It doesn’t matter what your model of tenting, it’s all about having enjoyable within the outdoor

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When we go camping, we pack our gear and go. What we take with us depends on our destination, our means of transport, our planned accommodation and the length of our trip.

To be clear, RVs and truck campers do not camp. These appliances are extensions of our kitchens. Kitchens, because food is the most important thing in the camper’s repertoire. Of course, other things like sleeping bags, rainwear and shoes are also important. But as we’ve all heard, love goes through the stomach.

Truck camping used to be the most common camping method. You throw a giant pop-up tent in the back of the truck, several collapsible camp beds, various pots and pans, a propane stove and a drinks cooler. The meal usually consists of bacon, eggs, hot dogs, bread and a variety of snacks. Extremely heavy on the snacks.

SUV touring is a little different than truck camping. There’s less “stuff” because there’s usually less people around.

The stove is getting smaller. The tent can be attached to the car and it could come with a blue tarpaulin. The latest trend could include a tent-style outhouse. What happens to the waste is a mystery.

The camping discussed here are weekend getaways. Longer trips require more preparation. Road trips require far less planning and care than off-road deployments. Traveling on the Autobahn allows one to stop and buy anything that has been forgotten. Pizza and showers are also on the menu.

Real camping involves traveling on foot. What you take with you depends a lot on the length of the trip and the destinations. Sheep hunters tend to stick to kibble and oatmeal. A small, high-tech stove that uses a minimum of fuel is almost a necessity. Groceries that only require hot water are a must. Good taste is optional. What is carried in is carried out.

Long voyages that focus on moving as opposed to hunting or fishing require completely different planning. Cooking is mostly done over the fire. The food carried is subordinate to physical care and comfort.

Week-long trips require excellent rain gear, good sleeping bags and suitable footwear. The food is not as important as the pot. Oatmeal, cream of wheat, pilot bread, and peanut butter are staples. Honey, jerky and some kind of warm drink are also important.

Real trips used to take months. Some took years. The food wasn’t the priority. Grooming was key to a successful expedition. There are some great photos scattered here and there on the Internet and in Arctic Expedition publications showing some minimalist camps. A tarp, a pot, some rope and sleeping utensils were the extent of the preparation.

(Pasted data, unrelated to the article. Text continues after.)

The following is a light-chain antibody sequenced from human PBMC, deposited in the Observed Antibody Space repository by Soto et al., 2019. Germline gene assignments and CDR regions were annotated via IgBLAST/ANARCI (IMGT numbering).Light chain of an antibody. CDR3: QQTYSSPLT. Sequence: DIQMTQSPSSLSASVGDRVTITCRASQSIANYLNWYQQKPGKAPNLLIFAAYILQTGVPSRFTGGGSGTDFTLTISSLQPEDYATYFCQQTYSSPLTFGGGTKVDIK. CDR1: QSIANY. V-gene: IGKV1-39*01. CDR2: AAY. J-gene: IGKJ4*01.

I took a personal journey that spanned 40 days; completely off the road with no contact or supplies. There was no sleeping bag, no tarpaulin; simply excellent rainwear. It was a summer trip to unknown land. Fishing gear and traps formed the focus of my food supply. Concessions included a few pounds of trial bread, peanut butter, honey, oatmeal, and rice.

The first week was a bit tough until I got used to it. I had insulated tennis shoes and extra socks for pedicures. In retrospect, good knee boots would have been a better choice.

There is another type of camping that needs to be discussed. Trappers who went to the bush and commercial fishermen who went to the water.

While these trips are not typically considered “camping,” they do share similarities. The participants leave their comfort zone for a longer period of time. A big difference is what can be brought. Space is tight. Trappers are the most limited, as they could go several months without supplies. Flour, sugar, salt, beans and rice are the same basic necessities as they have been for generations.

Boat lining can be very different. Fast food is a necessity. Soups, ramen noodles and minute rice. Oatmeal, eggs, bacon, and pancakes are familiar items. My crew has a few specialties: Avocados and mangoes are an occasional addition to the diet.

As you can see, camping or overland travel is an individualistic enterprise. Some might look at my grocery list and say; “iiiiiiiiiiiiiiiiiiiiiiiiiiiiii!” So be it. Go camping, make your own list, but whatever your travel plans, whatever your food choices, have a great time outdoors.